It wasn’t so long ago that players from Argentina dominated the ATP rankings, with Guillermo Canas, Guillermo Coria, Gaston Gaudio, Mariano Puerta and David Nalbandian all spending time in the top 10.
The only one of those players still active today is Nalbandian, and he’s going for something again that he and his compatriots weren’t able to achieve, a Davis Cup title. But the final obstacle to achieving that goal is a longtime tennis powerhouse in its own right: Spain, led by top-five players Rafael Nadal and David Ferrer.
Pulling off the upset against the host nation will be a difficult task for Argentina, but there are some things that could work to their advantage:
A Top 10-Caliber Player of Their Own
Juan Martin del Potro will be leading the singles effort for Argentina. This has been a year to remember for the 23-year-old as he rebounded back from wrist surgery, returning his ranking to the top 15. He’s a force on all surfaces, particularly clay, which the players will be doing battle on this week.
A Top 15-Caliber Player, Too
The likely second singles spot will go to Juan Monaco. “Pico” has been ranked as high as 14 in the world and has a winning record against Ferrer. All three of Monaco’s career singles titles have come on clay, so surface shouldn’t be a factor. He’s also on one of his best stretches in years: reaching the round of 16 at the U.S. Open, the finals in Valencia and the quarterfinals at the Paris Indoors event.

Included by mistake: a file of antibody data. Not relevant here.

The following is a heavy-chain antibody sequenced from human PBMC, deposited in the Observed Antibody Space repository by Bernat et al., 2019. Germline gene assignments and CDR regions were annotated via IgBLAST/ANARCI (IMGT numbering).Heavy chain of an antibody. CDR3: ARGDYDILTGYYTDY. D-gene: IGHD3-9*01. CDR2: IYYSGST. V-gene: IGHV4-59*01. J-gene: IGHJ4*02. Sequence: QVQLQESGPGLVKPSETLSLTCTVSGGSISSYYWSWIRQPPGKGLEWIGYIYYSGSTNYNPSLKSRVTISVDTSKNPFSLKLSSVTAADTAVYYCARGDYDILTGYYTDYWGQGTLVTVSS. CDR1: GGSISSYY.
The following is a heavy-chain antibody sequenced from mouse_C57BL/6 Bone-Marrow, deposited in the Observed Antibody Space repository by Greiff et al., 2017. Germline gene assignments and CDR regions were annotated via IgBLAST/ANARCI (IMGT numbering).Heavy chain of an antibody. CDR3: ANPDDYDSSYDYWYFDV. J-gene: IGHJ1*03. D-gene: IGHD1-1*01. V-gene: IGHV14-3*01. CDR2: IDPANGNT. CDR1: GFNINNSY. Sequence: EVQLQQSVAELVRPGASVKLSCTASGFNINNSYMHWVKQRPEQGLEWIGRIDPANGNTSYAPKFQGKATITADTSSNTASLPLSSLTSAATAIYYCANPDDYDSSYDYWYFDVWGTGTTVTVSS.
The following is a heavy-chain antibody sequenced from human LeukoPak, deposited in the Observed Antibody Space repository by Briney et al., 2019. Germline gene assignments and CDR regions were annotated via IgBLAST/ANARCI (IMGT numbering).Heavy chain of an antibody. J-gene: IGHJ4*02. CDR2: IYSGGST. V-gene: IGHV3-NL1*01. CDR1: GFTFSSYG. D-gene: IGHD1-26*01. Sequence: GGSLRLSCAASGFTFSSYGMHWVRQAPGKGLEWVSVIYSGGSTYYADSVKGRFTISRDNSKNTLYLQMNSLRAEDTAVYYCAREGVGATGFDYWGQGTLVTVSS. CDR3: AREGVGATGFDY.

While Nadal and Ferrer were facing the best of the best at the ATP World Tour Finals in London, the Argentine players were able to start preparing for the year’s final event a little earlier. Ferrer was able to win two of his round-robin matches relatively easy, but did have a battle against Tomas Berdych at the 02 Arena. Nadal didn’t advance out of group play, but did go three sets with Mardy Fish and Jo-Wilfried Tsonga. With the way Nadal and Ferrer play, any extended matches add more wear-and-tear on their bodies.
The (Good and Bad) Experience Factor
While Argentina has yet to win the Davis Cup, the team has advanced to the finals twice since 2006. Nalbandian and Juan Ignacio Chela were both members of those squads, and have played during years where the team was the odds-on favorite to win the whole tournament. Those two are entering the latter stages of their careers, and more than likely will end them without Grand Slam glory. But they’ve seen almost everything the tour has to offer, and could be a steadying hand when the pressure is on in the final tie of 2011.